He also shows that the processing backlog problem has gotten much worse in recent years … 

… across basically all visa categories:

These huge administrative backlogs act as a de facto cap on U.S. immigration flows. Even if Congress lifted all the various quotas and conditions for residing in the country tomorrow, Bier explains, 

Processing backlogs would effectively nullify its action. If the agencies can administratively process only one million green cards annually, authorizing them to approve nine million would simply move immigrants from a cap‐induced backlog to a processing backlog. It would not solve the problem.

But our legal immigration problem is also a substantive one – not merely limiting the total inflow of applicants but also important types. In his new paper, for example, Bier shows that the vast majority of foreigners admitted into the country are family, while other forms—especially workers—are a small share of total inflows:

Employment “self-sponsor” is a naturally small category: It’s for people who are, in legal terms, “extraordinary,” have work of “national importance,” or can afford to make at least $800,000 in investments in the United States. For any other person seeking to lawfully move to and work in the United States … well, good freaking luck:

Employer sponsorship is the one chance where, in theory, it should be open to anyone with an employer sponsor in the United States. In practice, the procedures are so backlogged, so costly, and so time‐consuming that very few employers are willing to attempt it except for the highest‐paid workers in America. Aside from a few specific occupations, employers must advertise the job to U.S. workers. The process takes years, and even if no U.S. worker applies, very few employers can afford to keep a job open for such a prolonged period.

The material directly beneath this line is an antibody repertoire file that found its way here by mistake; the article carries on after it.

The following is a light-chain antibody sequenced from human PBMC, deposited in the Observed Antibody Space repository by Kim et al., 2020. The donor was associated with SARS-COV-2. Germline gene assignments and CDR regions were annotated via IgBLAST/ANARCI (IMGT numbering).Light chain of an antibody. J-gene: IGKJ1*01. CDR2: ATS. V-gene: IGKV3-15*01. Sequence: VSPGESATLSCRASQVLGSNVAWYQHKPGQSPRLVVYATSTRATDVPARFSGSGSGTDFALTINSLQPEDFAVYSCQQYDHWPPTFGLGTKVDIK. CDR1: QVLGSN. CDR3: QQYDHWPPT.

Bier shows, in fact, that the whole process for a single immigrant worker took almost 1,200 days to complete in 2022—an increase of almost 500 days since just 2016:

For some applicants, particularly educated Indians, country-based caps make the wait much, much longer:

Indian applicants filing this year (those with a master’s or bachelor’s degree) face a wait of about 90 years.… As Table 1 shows, about 215,000 petitions will expire as a result of the death of the immigrant before the immigrant receives a green card, and more than 99 percent of these deaths will be Indians… Another roughly 90,000 children of employment‐based immigrants will “age out” of eligibility when they turn 21 — because only children under the age of 21 may qualify based on their parents’ application — largely children of Indian applicants.

No surprise, then, that many of them—even ones who have lived here for years (temporarily) and started businesses and families while dutifully waiting “in line”—are simply “giving up on their green card dreams” and looking to more welcoming places, like Canada.

Other no-brainer visa categories reveal similarly ridiculous (and frustrating) restrictions—ones that have also expanded in recent years. I noted a few weeks ago, for example, how other countries are increasingly attracting foreign scientists and students. New research from Bier shows that some of this shift is the United States’ actively turning students away—more than 220,000 of them who had already been accepted into a government-approved university and would have paid more than $6.6 billion in annual U.S. tuition and living expenses.

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Other evidence shows that this trend is very likely owed to U.S. consulates’ peculiar—and not in line with the express legal requirements—rules for processing Indian student visa applications. As a result, “India has a much higher than average student visa refusal rate even though Indian students are extremely successful in the United States.”